Coffee: Production, Quality and Chemistry
CHAPTER 31: β-Carbolines
Published:11 Jan 2019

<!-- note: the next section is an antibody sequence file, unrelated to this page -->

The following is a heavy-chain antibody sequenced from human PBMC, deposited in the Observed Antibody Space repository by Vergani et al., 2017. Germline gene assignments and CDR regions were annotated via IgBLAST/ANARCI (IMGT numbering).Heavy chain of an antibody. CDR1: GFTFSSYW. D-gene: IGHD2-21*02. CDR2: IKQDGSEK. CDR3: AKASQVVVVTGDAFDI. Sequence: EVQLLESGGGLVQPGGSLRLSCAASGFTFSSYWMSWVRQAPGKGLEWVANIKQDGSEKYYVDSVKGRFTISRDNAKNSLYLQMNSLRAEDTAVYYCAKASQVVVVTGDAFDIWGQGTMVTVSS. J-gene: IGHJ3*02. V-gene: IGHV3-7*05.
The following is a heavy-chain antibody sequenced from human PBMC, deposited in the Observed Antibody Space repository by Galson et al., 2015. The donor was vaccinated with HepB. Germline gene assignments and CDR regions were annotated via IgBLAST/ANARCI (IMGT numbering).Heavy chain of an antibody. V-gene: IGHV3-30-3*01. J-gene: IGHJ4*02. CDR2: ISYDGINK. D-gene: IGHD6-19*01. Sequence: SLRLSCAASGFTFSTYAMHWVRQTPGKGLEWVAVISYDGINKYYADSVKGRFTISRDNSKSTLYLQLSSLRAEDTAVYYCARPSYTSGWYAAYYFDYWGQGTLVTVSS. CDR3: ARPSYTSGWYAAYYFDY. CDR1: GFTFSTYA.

Coffee is the major dietary source of harman and norharman, two β-carbolines with biological activities that might be implicated in coffee health effects. These β-carbolines are formed from tryptophan/tryptamines, with tetrahydro-β-carbolines as intermediates. Fermented plant foods are particularly rich in tetrahydro-β-carbolines, while thermally processed foods are richer in β-carbolines, with coffee attaining the highest amounts. No report of tetrahydro-β-carbolines in roasted coffee are found, but the norharman and harman amounts are highly variable, depending on the coffee species (C. arabica L and C. canephora Pierre), roast degree, and beverage type. Several techniques have been employed to analyze β-carbolines and tetrahydro-β-carbolines, in coffee and other food matrices. This chapter addresses the current knowledge on β-carboline analysis and content in coffee, compared to other food sources, and explores technological factors that might influence their amounts in coffee and other foods.